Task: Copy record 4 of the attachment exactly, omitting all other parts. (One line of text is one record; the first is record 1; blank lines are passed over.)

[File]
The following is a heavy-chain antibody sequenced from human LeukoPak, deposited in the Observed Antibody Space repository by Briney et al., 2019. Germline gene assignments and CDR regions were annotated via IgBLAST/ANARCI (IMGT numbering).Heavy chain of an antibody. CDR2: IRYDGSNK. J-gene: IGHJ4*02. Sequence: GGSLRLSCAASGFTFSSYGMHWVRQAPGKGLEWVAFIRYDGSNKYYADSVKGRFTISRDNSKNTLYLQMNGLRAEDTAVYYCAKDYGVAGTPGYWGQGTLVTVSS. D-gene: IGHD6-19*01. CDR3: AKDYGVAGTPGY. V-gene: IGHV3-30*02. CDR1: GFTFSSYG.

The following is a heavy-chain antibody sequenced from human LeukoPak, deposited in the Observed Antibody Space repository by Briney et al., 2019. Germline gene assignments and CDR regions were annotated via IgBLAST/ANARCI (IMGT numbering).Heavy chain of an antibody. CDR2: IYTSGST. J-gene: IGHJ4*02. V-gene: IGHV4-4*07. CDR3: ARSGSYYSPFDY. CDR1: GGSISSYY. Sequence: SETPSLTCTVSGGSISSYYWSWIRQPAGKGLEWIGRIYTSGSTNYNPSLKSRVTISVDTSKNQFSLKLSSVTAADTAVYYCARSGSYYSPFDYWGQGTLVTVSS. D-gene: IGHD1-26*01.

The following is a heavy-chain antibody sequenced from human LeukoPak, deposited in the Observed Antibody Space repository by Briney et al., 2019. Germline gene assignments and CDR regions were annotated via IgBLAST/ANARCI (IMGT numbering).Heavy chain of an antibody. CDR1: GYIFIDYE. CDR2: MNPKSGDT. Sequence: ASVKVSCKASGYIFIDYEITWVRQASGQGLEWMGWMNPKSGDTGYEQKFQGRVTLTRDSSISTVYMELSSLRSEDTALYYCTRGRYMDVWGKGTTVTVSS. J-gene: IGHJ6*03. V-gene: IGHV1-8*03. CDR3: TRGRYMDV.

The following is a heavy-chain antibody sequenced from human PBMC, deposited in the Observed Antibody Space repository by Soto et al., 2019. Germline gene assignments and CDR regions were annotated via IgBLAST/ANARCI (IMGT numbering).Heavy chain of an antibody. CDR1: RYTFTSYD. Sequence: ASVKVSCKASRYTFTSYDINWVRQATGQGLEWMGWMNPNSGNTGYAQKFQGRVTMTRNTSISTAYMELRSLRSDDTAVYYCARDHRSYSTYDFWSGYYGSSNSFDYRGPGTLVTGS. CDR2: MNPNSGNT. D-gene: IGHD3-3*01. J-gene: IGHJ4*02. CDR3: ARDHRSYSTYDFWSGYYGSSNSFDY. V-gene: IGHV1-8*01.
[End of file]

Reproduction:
The following is a heavy-chain antibody sequenced from human PBMC, deposited in the Observed Antibody Space repository by Soto et al., 2019. Germline gene assignments and CDR regions were annotated via IgBLAST/ANARCI (IMGT numbering).Heavy chain of an antibody. CDR1: RYTFTSYD. Sequence: ASVKVSCKASRYTFTSYDINWVRQATGQGLEWMGWMNPNSGNTGYAQKFQGRVTMTRNTSISTAYMELRSLRSDDTAVYYCARDHRSYSTYDFWSGYYGSSNSFDYRGPGTLVTGS. CDR2: MNPNSGNT. D-gene: IGHD3-3*01. J-gene: IGHJ4*02. CDR3: ARDHRSYSTYDFWSGYYGSSNSFDY. V-gene: IGHV1-8*01.